The Kinder transport statues inspired the cover design of The Borrowed Boy. If you have read this story, you will know that Angie arranged to meet Nikoleta at one of the two statues that are situated at Liverpool Street Station.
For the children
The statue of two children is at the entrance to the Tube on the concourse of the station and is called For the children. For several years I passed by this statue on my way to and from work. Some days there would be discarded paper cups or takeaway containers littering the plinth, a person might be resting against it, or a small child hoisted up as though it were a seat. On one occasion a fresh posy of flowers had been placed in the girl’s arms. Unnoticed. Ignored. Recognised as a memorial to the plight of refugees. The people who passed by this statue had different responses. Much like our attitudes to the plight of refugees who seek asylum in our country.
The personal stories of migrants and refugees fleeing the horror of war, making perilous journeys across the sea, or in containers moves me to tears. In researching this blog, I looked back at the news on migrants that might have influenced me at the time of writing The Borrowed Boy. I came across a news story, a photograph taken in June 2019 of a father and his infant daughter, washed up on the bank of the Rio Grande after a failed crossing to the USA from El Salvador. Their bodies lie prone, the twenty-three-month-old child held close to her father’s body within his T-shirt. I remembered my husband and daughter when she was tiny. How he took care of her every need, the way that he gazed at her and held her. I imagined this young father, trying to keep his baby safe and I cried. Not the silent tears triggered by an emotional read, great noisy sobs. It is a heartbreaking story, but sadly just one of many.
In the years that led up to Britain’s referendum to leave Europe, there was a growing disquiet and resentment towards immigrants and refugees. I am not judging. Fear of the unknown and imagined consequences of change influence how people behave. However, there was a time in Britain’s history where we acted kindly and showed compassion. The Kinder transport statues at Liverpool Street Station commemorate the arrival of ten thousand children who feeling Nazi persecution arrived in Britain by train during 1938. They travelled to England without their parents and were sent to foster homes and hostels.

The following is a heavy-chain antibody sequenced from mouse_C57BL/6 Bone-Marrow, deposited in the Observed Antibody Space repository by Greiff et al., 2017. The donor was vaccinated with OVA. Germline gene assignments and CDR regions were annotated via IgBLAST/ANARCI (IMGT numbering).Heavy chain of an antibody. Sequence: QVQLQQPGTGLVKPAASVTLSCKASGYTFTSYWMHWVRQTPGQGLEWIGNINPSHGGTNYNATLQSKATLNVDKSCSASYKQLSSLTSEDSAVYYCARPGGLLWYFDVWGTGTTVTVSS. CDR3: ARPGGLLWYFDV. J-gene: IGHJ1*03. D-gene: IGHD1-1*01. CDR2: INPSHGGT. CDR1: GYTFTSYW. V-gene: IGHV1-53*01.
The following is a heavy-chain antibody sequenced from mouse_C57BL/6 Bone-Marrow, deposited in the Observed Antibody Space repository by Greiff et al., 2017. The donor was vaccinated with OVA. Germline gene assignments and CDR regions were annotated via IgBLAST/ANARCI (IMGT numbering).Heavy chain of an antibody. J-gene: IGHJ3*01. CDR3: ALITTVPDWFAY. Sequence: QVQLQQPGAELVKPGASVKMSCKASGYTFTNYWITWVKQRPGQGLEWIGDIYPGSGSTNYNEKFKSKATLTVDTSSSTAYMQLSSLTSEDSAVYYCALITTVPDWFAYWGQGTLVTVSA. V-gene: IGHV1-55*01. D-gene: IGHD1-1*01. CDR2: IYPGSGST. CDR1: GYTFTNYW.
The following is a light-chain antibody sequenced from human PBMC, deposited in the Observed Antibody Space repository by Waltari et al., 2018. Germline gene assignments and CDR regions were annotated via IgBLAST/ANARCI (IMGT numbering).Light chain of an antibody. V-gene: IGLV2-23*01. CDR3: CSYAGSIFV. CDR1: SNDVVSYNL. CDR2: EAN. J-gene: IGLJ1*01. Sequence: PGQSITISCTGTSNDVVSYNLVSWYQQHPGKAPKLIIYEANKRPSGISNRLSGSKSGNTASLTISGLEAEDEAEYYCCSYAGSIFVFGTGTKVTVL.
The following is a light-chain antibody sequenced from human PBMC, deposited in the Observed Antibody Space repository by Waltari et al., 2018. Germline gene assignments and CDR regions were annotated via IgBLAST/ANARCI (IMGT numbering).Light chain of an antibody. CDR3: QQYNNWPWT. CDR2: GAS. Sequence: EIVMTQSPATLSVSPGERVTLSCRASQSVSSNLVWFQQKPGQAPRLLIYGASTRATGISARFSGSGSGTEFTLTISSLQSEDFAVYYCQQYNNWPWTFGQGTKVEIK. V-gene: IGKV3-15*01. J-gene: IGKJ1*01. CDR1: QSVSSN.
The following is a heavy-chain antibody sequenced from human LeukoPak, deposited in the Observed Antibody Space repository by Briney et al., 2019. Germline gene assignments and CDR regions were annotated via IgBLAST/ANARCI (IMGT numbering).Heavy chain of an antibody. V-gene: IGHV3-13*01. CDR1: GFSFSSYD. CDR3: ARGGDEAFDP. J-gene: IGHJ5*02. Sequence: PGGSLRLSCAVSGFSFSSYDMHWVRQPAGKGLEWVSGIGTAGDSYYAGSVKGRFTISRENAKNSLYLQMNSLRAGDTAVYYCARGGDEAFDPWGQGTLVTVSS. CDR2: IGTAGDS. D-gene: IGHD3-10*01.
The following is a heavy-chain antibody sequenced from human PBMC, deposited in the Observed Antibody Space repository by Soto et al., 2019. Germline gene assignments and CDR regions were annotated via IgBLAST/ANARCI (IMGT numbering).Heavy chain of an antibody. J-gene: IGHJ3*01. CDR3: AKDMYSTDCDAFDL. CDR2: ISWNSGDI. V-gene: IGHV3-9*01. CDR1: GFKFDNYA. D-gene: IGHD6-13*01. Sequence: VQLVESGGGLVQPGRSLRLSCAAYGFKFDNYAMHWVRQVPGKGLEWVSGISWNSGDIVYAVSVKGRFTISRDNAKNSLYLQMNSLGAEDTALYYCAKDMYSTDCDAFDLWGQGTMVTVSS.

The second statue is called The Arrival and stands outside the Station in the aptly named Hope Square. The bronze statues are the work of Frank Meisler, who was himself one of these children. They were installed at Liverpool Street Station in 2006.
Beneath The Arrival is a plaque which reads:
Children of the Kindertransport.
In gratitude to the people of Britain for saving the lives of 10,000 unaccompanied mainly Jewish children who fled from Nazi persecution in 1938 and 1939. ‘Whoever rescues a single soul is credited as though they had saved the whole world.’ Talmud.
There is also a memorial plaque in Hope Square, which reads:
Dedicated to the children of the Kindergarten Transport who found hope and safety in Britain through the gateway of Liverpool Street station.
The children travelled by ferry from The Hook of Holland to Harwich, in Essex, England before boarding the train to Liverpool Street station in London. Harwich is on the same coastline as Clacton and Jaywick Sands, and close to where I live. I took a photograph of this plaque when walking by the sea in Harwich.
I cannot begin to imagine what life is like for families who have to leave a country that they love and risk their lives so that they can live without fear. The Bea Keeper of Aleppo, Christy Lefteri, The Kite Runner Khaled Hosseini, and Exit West, Mohsin Hamid, are all excellent novels that convey this well. Stories have the power of engendering empathy, as we experience the inner world of the protagonist. See my blog on Empathy.
The Borrowed Boy is a story about hope, friendship and the power of communities.